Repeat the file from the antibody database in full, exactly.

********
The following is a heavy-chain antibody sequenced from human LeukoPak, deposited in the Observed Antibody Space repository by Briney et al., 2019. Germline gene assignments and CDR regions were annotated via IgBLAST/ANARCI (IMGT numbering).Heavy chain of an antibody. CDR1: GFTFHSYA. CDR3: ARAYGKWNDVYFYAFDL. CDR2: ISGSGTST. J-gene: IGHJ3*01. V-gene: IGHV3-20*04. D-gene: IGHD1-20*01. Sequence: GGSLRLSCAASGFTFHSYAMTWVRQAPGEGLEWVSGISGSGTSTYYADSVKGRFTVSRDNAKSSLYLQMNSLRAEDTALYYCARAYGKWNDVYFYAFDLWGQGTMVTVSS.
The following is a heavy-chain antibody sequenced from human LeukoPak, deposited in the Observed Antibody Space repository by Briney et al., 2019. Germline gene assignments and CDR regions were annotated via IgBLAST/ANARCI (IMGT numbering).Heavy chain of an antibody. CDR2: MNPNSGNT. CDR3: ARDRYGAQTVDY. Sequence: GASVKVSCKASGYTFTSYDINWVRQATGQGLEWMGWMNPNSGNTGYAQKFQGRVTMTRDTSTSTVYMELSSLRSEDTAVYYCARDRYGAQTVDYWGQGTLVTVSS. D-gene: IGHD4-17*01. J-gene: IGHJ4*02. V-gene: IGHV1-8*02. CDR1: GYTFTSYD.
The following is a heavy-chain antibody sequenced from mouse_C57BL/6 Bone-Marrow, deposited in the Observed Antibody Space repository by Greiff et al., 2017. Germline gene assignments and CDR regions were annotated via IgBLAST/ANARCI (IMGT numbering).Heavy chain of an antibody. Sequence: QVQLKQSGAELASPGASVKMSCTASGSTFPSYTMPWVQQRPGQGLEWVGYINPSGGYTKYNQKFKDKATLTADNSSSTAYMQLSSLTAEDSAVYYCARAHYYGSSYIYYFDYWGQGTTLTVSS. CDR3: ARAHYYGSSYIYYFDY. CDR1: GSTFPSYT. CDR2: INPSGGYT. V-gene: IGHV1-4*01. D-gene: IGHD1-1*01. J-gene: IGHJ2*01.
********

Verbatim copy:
The following is a heavy-chain antibody sequenced from human LeukoPak, deposited in the Observed Antibody Space repository by Briney et al., 2019. Germline gene assignments and CDR regions were annotated via IgBLAST/ANARCI (IMGT numbering).Heavy chain of an antibody. CDR1: GFTFHSYA. CDR3: ARAYGKWNDVYFYAFDL. CDR2: ISGSGTST. J-gene: IGHJ3*01. V-gene: IGHV3-20*04. D-gene: IGHD1-20*01. Sequence: GGSLRLSCAASGFTFHSYAMTWVRQAPGEGLEWVSGISGSGTSTYYADSVKGRFTVSRDNAKSSLYLQMNSLRAEDTALYYCARAYGKWNDVYFYAFDLWGQGTMVTVSS.
The following is a heavy-chain antibody sequenced from human LeukoPak, deposited in the Observed Antibody Space repository by Briney et al., 2019. Germline gene assignments and CDR regions were annotated via IgBLAST/ANARCI (IMGT numbering).Heavy chain of an antibody. CDR2: MNPNSGNT. CDR3: ARDRYGAQTVDY. Sequence: GASVKVSCKASGYTFTSYDINWVRQATGQGLEWMGWMNPNSGNTGYAQKFQGRVTMTRDTSTSTVYMELSSLRSEDTAVYYCARDRYGAQTVDYWGQGTLVTVSS. D-gene: IGHD4-17*01. J-gene: IGHJ4*02. V-gene: IGHV1-8*02. CDR1: GYTFTSYD.
The following is a heavy-chain antibody sequenced from mouse_C57BL/6 Bone-Marrow, deposited in the Observed Antibody Space repository by Greiff et al., 2017. Germline gene assignments and CDR regions were annotated via IgBLAST/ANARCI (IMGT numbering).Heavy chain of an antibody. Sequence: QVQLKQSGAELASPGASVKMSCTASGSTFPSYTMPWVQQRPGQGLEWVGYINPSGGYTKYNQKFKDKATLTADNSSSTAYMQLSSLTAEDSAVYYCARAHYYGSSYIYYFDYWGQGTTLTVSS. CDR3: ARAHYYGSSYIYYFDY. CDR1: GSTFPSYT. CDR2: INPSGGYT. V-gene: IGHV1-4*01. D-gene: IGHD1-1*01. J-gene: IGHJ2*01.